4. The heat therapy blanket of claim 1 wherein said first sheet is fabricated from an air-impermeable material whereby heated air is substantially prevented from escaping to the surrounding environment.
5. The heat therapy blanket of claim 1 wherein said second sheet is fabricated from an air-impermeable material, said second sheet defining a plurality of openings for communicating heated air toward the patient.
6. The heat therapy blanket of claim 1 wherein said second sheet is fabricated from an air-permeable material whereby heated air is communicated through said second sheet toward the patient.
7. A heat therapy blanket for communicating heated air toward a patient to prevent or treat hypothermia, said heat therapy blanket comprising:
a first sheet defining first and second sides and proximal and distal ends, said first sheet being fabricated from an air-impermeable material whereby heated air is substantially prevented from escaping to the surrounding environment;
a second sheet secured to said first sheet at a plurality of securement regions, said plurality of securement regions being configured to define a supply manifold at said proximal end extending between said first and second sides, at least one first supply duct extending between said proximal and distal ends along said first side, at least one second supply duct extending between said proximal and distal ends along said second side, a return manifold at said distal end extending between said first and second sides, and at least one return duct extending from said return manifold and terminating proximate said supply manifold and disposed between said first and second supply ducts, said second sheet extending away from each of said first and second sides and said proximal and distal end of said first sheet to define a skirt for draping over the patient to define a discrete volume of air under said heat therapy blanket and surrounding the patient whereby a substantial portion of the heated air communicated toward the patient is contained in said discrete volume of air, said plurality of securement regions including:
a first securement region being defined about a perimeter of said first sheet, said first securement region including first and second longitudinal regions disposed along opposing sides of said first sheet and first and second lateral regions disposed at a proximal end and a distal end of said first sheet, respectively, each of said longitudinal regions and said lateral regions being connected in an end-to-end fashion;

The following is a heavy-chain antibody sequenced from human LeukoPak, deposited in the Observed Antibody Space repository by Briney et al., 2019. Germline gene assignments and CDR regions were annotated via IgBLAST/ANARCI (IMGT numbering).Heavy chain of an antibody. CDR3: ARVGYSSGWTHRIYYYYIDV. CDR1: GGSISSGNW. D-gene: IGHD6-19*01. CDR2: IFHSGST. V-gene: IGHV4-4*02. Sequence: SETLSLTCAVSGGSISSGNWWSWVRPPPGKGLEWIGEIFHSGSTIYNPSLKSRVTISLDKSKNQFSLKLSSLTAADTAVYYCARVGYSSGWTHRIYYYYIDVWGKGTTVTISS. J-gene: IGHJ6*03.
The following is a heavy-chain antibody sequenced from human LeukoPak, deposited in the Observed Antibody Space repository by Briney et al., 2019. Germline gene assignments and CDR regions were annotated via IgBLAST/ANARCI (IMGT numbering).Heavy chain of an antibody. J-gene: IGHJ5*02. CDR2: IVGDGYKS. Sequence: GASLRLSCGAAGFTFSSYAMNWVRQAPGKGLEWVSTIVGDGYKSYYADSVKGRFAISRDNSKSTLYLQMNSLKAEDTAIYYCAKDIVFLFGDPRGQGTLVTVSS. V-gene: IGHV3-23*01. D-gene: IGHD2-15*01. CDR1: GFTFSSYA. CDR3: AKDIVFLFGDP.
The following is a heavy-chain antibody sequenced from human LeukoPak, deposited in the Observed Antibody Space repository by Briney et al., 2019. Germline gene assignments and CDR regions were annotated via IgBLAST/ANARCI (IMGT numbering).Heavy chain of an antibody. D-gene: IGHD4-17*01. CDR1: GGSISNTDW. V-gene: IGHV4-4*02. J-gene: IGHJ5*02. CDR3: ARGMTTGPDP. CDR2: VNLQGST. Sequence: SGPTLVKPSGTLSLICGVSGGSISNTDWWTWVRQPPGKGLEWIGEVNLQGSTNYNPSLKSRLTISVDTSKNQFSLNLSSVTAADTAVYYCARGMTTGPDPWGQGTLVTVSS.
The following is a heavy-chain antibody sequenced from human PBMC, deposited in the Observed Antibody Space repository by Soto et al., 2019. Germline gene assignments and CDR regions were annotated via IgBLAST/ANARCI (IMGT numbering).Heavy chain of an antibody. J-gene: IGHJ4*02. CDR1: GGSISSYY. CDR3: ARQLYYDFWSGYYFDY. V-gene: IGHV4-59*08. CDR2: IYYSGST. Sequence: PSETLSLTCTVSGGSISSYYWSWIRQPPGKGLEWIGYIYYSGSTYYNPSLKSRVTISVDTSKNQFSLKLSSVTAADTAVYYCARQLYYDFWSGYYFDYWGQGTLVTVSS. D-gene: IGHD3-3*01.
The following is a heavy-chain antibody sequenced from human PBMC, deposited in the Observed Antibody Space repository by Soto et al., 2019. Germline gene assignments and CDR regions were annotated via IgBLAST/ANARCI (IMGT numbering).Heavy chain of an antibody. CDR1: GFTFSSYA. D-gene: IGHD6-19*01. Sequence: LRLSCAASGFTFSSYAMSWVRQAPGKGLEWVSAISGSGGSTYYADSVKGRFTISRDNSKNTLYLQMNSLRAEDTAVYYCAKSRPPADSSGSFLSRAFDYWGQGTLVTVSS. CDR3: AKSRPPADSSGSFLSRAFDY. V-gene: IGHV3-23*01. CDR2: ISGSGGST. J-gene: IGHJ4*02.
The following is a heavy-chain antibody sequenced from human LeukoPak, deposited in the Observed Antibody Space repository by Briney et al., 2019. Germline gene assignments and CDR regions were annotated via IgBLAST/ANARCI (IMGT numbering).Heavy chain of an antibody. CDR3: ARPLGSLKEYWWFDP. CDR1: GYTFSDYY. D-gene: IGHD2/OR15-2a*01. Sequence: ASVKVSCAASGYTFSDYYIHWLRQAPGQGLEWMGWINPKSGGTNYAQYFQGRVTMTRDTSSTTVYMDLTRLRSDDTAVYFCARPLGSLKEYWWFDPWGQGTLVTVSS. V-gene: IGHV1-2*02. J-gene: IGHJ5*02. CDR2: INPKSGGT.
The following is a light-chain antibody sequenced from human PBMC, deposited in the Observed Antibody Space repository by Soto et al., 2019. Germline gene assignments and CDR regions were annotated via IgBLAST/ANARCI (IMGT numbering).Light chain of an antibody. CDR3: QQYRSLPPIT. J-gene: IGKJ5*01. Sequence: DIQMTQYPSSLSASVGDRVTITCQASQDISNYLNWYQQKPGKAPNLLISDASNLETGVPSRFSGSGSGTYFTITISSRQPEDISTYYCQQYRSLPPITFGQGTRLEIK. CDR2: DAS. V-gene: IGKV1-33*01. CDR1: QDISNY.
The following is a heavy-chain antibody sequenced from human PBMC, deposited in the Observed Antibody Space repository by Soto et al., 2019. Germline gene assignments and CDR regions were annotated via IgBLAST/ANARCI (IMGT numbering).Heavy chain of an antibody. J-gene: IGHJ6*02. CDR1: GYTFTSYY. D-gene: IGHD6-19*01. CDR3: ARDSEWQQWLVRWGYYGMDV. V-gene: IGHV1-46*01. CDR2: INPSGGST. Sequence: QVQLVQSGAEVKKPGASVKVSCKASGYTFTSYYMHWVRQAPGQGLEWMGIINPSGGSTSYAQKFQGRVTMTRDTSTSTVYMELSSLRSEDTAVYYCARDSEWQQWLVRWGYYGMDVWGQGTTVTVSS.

a second securement region including third and fourth longitudinal regions and a third lateral region, said third and fourth longitudinal regions being disposed between said first and second longitudinal regions of said first securement region, said third lateral region being positioned in end-to-end fashion at a proximal end of said third and fourth longitudinal regions, said return duct being defined between said first and third longitudinal regions, said second and fourth longitudinal regions, and said first and third lateral regions; and
a third securement region including at least one fifth longitudinal region defined between said third and fourth longitudinal regions defined by said second securement region, said supply manifold being defined between said third lateral region of said second securement region and a proximal end of said at least one fifth longitudinal region, said at least one supply duct being defined between successive pairs of said third, fourth and fifth longitudinal regions, and said return manifold being defined between a distal end of said third, fourth and fifth longitudinal regions and said second lateral region;
a supply inlet carried by said first sheet and adapted to releasably connect a supply hose to said supply manifold;
a return outlet carried by said first sheet and adapted to releasably connect a return hose to said return duct, whereby heated air is introduced into said supply manifold via the supply hose, through said at least one supply duct, through said return manifold, through said at least one return duct, and through said outlet hose; and
a heat source for collecting, heating and directing ambient air toward the patient through said second sheet.
8. The heat therapy blanket of claim 7 further comprising a humidifier in communication with said heat source for controlling the moisture in air being heated and directed through said second sheet.
9. The heat therapy blanket of claim 7 wherein said second sheet is fabricated from an air-impermeable material, said second sheet defining a plurality of openings for communicating heated air toward the patient.
10. The heat therapy blanket of claim 7 wherein said second sheet is fabricated from an air-permeable material whereby heated air is communicated through said second sheet toward the patient.
Description
CROSS-REFERENCE TO RELATED APPLICATIONS

This application is a continuation of, and claims the benefit of, International Application No. PCT/US03/36075, filed Nov. 13, 2003.

STATEMENT REGARDING FEDERALLY SPONSORED RESEARCH OR DEVELOPMENT

Not Applicable

BACKGROUND OF THE INVENTION

1. Field of Invention